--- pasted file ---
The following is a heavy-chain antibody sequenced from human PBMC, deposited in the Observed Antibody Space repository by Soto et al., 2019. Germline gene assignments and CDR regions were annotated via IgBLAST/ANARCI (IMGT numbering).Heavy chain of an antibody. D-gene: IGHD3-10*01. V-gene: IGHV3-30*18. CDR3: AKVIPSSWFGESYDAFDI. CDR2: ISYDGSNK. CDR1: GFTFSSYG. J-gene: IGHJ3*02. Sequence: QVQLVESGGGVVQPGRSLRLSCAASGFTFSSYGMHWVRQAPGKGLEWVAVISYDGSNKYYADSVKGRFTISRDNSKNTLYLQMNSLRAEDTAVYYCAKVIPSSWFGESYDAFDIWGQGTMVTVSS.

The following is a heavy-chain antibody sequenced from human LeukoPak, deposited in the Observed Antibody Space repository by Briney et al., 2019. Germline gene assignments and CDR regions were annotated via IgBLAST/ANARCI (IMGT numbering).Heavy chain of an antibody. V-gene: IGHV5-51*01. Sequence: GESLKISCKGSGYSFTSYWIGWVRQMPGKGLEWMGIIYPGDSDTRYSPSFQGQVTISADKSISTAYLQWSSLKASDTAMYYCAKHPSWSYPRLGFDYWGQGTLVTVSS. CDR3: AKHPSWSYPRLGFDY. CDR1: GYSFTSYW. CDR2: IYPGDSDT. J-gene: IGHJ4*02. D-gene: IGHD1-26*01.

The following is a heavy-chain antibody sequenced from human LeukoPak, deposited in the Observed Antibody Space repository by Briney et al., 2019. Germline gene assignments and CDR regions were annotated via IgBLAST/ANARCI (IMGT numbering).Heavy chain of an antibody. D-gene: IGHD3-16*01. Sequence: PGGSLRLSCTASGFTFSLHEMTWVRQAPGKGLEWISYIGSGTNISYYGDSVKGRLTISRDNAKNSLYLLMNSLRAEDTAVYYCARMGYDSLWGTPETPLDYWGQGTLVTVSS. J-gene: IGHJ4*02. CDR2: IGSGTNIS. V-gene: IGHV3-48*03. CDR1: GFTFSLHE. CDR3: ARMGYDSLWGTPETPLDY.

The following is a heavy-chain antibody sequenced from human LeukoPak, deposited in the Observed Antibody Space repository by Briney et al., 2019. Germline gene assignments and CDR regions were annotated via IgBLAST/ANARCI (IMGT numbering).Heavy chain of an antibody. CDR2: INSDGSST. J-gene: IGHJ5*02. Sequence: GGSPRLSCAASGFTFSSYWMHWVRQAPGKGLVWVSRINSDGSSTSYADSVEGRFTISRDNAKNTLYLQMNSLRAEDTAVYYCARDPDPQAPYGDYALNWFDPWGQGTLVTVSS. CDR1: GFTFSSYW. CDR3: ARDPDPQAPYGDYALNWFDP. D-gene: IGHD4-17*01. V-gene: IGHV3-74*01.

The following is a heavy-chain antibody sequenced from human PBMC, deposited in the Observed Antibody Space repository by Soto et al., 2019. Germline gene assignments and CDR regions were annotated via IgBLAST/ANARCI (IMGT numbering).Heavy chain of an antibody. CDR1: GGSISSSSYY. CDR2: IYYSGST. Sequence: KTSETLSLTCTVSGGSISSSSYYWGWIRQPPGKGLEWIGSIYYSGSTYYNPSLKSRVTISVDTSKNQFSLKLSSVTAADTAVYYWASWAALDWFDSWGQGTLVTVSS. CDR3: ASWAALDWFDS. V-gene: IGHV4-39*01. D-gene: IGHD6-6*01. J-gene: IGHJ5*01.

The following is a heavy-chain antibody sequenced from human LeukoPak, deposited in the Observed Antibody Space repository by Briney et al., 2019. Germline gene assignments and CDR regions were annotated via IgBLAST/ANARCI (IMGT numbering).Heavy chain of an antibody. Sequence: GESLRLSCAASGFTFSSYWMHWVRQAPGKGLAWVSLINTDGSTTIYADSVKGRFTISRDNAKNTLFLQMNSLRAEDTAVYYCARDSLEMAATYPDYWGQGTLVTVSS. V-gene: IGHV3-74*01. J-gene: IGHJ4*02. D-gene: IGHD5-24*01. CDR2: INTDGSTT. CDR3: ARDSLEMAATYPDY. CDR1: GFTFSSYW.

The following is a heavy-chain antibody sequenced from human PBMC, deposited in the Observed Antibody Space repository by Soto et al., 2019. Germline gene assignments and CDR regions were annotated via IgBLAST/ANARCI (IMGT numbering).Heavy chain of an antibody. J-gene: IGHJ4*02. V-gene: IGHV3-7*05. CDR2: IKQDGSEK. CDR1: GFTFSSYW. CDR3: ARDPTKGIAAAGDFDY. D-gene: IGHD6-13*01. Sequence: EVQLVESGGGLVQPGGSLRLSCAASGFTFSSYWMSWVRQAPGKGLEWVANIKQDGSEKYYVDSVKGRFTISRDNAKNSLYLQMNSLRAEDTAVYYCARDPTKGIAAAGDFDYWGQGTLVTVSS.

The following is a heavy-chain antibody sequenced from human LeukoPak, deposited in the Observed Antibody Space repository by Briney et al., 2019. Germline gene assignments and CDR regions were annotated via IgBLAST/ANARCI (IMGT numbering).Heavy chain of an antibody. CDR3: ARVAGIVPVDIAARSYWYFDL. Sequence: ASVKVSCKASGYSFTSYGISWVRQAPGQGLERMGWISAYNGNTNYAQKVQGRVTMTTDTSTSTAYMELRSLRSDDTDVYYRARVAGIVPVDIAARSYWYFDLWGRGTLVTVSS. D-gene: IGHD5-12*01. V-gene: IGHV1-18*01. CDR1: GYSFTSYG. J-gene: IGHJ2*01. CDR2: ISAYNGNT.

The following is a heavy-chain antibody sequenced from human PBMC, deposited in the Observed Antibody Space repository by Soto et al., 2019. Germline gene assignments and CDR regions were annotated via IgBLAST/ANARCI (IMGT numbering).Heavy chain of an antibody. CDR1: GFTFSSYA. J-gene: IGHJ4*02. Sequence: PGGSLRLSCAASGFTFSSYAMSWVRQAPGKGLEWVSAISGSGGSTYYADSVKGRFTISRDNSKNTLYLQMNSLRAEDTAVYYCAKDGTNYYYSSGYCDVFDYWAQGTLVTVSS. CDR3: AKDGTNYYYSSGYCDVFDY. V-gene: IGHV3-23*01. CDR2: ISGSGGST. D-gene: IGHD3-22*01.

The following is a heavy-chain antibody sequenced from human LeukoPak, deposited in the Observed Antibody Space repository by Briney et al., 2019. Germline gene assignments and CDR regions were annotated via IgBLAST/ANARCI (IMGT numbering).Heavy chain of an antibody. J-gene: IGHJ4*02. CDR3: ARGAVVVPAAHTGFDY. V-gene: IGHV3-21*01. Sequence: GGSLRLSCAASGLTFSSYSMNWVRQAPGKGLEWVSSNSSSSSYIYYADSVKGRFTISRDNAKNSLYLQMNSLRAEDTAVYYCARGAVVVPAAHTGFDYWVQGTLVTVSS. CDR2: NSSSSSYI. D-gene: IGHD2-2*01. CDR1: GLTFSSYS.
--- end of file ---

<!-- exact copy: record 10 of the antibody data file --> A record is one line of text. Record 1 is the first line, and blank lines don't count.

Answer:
The following is a heavy-chain antibody sequenced from human LeukoPak, deposited in the Observed Antibody Space repository by Briney et al., 2019. Germline gene assignments and CDR regions were annotated via IgBLAST/ANARCI (IMGT numbering).Heavy chain of an antibody. J-gene: IGHJ4*02. CDR3: ARGAVVVPAAHTGFDY. V-gene: IGHV3-21*01. Sequence: GGSLRLSCAASGLTFSSYSMNWVRQAPGKGLEWVSSNSSSSSYIYYADSVKGRFTISRDNAKNSLYLQMNSLRAEDTAVYYCARGAVVVPAAHTGFDYWVQGTLVTVSS. CDR2: NSSSSSYI. D-gene: IGHD2-2*01. CDR1: GLTFSSYS.